I’m jealous that you’re in Iowa City—that’s one of my favorite places (though I certainly don’t miss Mission Creek craziness). I’ll be there to read at Prairie Lights in early May—I can’t wait.

I’ll try to crack open your question into a few different pieces so I can answer it clearly. First, to respond to your question about the Iowa Writers’ Workshop—the Workshop is many things to many people. It doesn’t surprise me that no one has anything bad to say about it in an interview—I don’t either, because I owe it (and the incredible people I met there) for my career and for my continued belief in poetry as a pursuit, as a life. I wouldn’t trade that experience for anything. I wouldn’t say anything bad about the Workshop, but I will say some things that are realistic.

When I started at the Workshop I was nineteen. I had just finished my undergraduate thesis and I thought I was hot shit. One of the things I got from the Workshop was the realization that I was A) not hot shit, and B) there were a lot of writers who were much better than I was. That is an absolutely invaluable realization. Another thing I got was a place where I could fall apart and put myself back together again. The Workshop is a place of high emotions (at least in poetry, I can’t speak for those sober and solid fiction writers). We were all falling apart all the time, and I assume that the exact same thing is still going on there now. It’s a place that allows for extreme vulnerability. This is also very valuable.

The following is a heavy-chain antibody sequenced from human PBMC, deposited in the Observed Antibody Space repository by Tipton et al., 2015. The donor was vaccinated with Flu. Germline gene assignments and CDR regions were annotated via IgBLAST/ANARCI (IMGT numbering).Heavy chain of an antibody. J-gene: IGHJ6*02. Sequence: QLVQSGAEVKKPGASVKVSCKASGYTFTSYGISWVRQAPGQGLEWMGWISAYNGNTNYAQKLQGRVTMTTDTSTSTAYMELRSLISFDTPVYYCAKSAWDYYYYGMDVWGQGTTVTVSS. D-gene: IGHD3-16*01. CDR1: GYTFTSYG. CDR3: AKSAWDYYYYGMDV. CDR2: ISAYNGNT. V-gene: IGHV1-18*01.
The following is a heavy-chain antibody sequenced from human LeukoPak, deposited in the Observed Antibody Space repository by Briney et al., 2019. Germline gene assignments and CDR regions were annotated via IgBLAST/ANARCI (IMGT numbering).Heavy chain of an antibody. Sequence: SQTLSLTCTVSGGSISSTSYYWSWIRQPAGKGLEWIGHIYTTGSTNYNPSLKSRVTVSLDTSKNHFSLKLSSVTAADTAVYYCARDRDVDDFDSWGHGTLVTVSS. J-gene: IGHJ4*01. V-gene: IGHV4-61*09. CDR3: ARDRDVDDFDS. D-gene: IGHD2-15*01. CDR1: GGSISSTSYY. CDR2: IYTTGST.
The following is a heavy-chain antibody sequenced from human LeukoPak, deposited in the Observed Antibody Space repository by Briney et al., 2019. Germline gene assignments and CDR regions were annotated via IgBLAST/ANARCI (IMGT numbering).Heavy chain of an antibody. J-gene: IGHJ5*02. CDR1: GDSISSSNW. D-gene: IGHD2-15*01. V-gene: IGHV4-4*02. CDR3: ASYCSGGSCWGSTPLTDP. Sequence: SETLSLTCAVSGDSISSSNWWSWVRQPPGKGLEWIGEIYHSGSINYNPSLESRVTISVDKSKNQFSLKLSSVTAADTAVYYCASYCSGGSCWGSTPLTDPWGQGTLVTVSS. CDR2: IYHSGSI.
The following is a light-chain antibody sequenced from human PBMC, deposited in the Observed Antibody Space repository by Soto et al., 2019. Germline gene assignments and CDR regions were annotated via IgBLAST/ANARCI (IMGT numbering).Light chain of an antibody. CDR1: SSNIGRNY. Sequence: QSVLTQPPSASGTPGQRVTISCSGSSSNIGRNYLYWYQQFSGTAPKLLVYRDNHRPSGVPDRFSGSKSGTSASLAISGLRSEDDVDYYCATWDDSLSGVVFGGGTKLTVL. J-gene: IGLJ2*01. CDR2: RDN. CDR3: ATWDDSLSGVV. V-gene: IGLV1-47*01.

But being in that state of vulnerability while you’re learning to write means that some of the practical considerations aren’t there. I didn’t think about the long-term repercussions of internalizing the work I loved and reproducing its spirit. I didn’t consider my voice, even as I was being pressed to discover it, because I was very sure that the way to greatness was just to become the next Louise Glück, or whoever. My professors, most of them actual geniuses, were kind and welcoming and sometimes exactly the right amount of harsh. They could help with the poems, but the poetry was up to us, if you know what I mean.